Navy 6th Generation Fighter

Military aircraft - Post cold war aircraft, including for example B-2, Gripen, F-18E/F Super Hornet, Rafale, and Typhoon.
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hornetfinn

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Unread post09 Sep 2020, 13:50

michaelemouse wrote:2,3, 4, 5: All of those can be obtained by having a different view of what a fighter is. At some point, it may be determined that greater stealth, payload and range matter more than speed and maneuverability which could lead to "fighters" being flying wings.

From WWII onward, the US has used the motto that you never use manpower when you could use firepower. Lately, an equivalent motto has been that you don't send an aircraft when you could send a missile; The missile is much lower risk while being faster than an aircraft. If you extrapolate from that, it may be more useful to have an aircraft which isn't that maneuverable and only goes high subsonic if it allows you to have much higher range, loiter time, payload and stealth and instead rely on missiles/drones/probes when you want something fast and maneuverable.


Could well be, but at least currently fighter speed and maneuverability are very important in avoiding missiles. While they are very difficult to avoid when they have a lot of energy, their ability to catch fast and maneuverable targets pretty quickly goes down when the missile speed and energy go down. Of course missiles with ramjet or pulsed rocket motors are better at keeping the speed and energy higher for the terminal phase. But even then the thrust time for the motor is limited. But there might well be some point where speed and maneuverability become significantly less relevant than today. Missiles might get just too good and stealth, EW, DEWs or miniature self defence munitions are the only good answer.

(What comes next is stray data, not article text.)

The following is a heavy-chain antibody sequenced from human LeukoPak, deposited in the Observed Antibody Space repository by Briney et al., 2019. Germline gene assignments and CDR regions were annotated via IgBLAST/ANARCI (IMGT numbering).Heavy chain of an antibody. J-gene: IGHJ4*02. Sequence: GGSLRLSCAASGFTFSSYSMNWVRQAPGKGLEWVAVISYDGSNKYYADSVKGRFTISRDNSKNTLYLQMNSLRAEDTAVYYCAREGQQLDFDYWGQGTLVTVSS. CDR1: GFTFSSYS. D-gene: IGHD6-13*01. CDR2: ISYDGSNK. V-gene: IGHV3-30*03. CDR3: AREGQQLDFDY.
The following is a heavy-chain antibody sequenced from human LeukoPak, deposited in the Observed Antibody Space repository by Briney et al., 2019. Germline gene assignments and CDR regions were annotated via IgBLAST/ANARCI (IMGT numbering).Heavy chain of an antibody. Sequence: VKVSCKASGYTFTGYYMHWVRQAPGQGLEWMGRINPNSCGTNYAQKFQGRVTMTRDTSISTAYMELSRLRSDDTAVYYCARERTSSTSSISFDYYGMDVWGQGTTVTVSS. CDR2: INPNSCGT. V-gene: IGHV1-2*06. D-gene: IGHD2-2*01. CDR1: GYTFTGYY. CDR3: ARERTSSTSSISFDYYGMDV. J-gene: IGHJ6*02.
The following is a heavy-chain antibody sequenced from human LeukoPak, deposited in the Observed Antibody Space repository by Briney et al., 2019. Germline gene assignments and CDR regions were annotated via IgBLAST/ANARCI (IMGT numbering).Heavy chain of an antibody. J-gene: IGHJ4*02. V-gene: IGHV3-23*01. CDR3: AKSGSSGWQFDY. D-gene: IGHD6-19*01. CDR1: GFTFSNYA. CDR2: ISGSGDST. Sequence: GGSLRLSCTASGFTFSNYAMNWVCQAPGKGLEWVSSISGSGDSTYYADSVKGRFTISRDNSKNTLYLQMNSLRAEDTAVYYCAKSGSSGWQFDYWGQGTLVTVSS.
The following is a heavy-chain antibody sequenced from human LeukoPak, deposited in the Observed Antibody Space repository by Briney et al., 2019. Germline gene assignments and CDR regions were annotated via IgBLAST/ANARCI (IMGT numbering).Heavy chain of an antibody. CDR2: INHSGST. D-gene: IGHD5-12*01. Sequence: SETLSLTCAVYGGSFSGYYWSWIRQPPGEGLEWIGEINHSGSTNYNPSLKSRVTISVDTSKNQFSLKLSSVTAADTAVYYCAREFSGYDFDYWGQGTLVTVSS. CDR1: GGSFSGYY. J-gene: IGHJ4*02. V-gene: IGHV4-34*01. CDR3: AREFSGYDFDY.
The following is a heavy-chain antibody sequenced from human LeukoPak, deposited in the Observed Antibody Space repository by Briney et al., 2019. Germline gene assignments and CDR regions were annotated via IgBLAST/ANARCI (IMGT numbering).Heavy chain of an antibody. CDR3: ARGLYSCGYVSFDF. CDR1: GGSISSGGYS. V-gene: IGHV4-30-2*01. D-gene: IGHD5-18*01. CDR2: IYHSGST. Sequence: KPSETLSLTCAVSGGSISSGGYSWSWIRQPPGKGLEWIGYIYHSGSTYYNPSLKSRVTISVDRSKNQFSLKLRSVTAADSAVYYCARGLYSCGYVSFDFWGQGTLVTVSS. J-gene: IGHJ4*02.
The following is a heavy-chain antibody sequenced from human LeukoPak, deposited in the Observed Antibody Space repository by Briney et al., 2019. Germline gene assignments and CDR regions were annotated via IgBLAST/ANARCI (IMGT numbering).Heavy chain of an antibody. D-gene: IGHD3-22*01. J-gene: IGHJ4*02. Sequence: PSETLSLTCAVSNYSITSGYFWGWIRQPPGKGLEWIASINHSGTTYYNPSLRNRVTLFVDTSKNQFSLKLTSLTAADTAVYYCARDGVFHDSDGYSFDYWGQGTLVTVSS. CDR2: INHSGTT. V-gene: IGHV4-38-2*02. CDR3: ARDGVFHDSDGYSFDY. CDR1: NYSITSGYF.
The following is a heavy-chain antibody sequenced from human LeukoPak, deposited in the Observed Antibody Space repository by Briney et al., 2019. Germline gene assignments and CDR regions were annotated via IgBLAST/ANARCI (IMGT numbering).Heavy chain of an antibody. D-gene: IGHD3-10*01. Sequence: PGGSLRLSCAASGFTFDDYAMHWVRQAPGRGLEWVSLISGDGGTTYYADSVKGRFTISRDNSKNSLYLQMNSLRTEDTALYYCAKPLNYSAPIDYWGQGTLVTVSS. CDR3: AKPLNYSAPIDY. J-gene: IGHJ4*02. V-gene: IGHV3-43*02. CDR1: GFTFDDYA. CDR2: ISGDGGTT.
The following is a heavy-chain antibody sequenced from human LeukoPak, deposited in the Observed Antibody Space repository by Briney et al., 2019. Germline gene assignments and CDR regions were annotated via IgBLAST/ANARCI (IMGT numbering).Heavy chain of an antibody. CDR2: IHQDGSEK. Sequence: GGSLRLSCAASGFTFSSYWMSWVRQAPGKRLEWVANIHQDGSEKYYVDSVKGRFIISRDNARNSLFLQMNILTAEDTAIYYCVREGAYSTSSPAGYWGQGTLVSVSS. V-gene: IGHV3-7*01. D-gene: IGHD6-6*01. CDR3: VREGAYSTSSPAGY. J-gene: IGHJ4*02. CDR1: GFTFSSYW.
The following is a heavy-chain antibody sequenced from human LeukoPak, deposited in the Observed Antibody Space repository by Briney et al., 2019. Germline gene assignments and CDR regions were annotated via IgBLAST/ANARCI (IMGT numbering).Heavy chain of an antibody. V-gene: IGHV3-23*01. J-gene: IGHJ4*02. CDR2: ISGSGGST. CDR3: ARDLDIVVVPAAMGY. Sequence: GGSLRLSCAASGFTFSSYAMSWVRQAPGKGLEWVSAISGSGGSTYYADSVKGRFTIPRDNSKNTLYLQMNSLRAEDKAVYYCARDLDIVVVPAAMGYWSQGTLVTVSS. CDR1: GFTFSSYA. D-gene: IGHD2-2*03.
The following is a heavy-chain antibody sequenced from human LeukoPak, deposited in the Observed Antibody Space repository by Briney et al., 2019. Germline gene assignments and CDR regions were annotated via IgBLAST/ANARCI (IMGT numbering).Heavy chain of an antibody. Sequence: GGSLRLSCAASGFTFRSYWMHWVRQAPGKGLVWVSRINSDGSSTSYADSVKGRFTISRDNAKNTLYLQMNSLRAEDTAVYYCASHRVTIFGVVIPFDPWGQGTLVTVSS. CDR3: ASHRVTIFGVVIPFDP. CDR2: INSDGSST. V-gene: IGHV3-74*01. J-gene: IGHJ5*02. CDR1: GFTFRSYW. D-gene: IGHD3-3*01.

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wrightwing

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Unread post09 Sep 2020, 20:18

marauder2048 wrote:


Based on what? I've seen no evidence that they can't physically expand the array.
The sizing of the current radar is driven mainly by cost.


Based upon the physical dimensions of the nose. We're talking about an F-35, not a TARDIS. There simply isn't room to stuff an APG-77/82 sized aperture in the F-35s nose.



So then the Navy should cancel MQ-25 right?

I didn't say that tankers weren't useful, but using your argument, we could just build aircraft with legacy Hornet ranges, and lots and lots of tankers. That's not nearly as beneficial as having aircraft with an unrefueled combat radius of >1000nm, so that you need less tankers, less assets to protect tankers, and the tankers can remain at a safer distance from IADS. It also makes a carrier Air wing less reliant on exquisite long range munitions to make up range deficits.
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marauder2048

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Unread post09 Sep 2020, 21:57

wrightwing wrote:
Based upon the physical dimensions of the nose. We're talking about an F-35, not a TARDIS. There simply isn't room to stuff an APG-77/82 sized aperture in the F-35s nose.


Translation: you have no actual evidence. Nor any evidence that a F-35 derivative would be SWAP-C limited.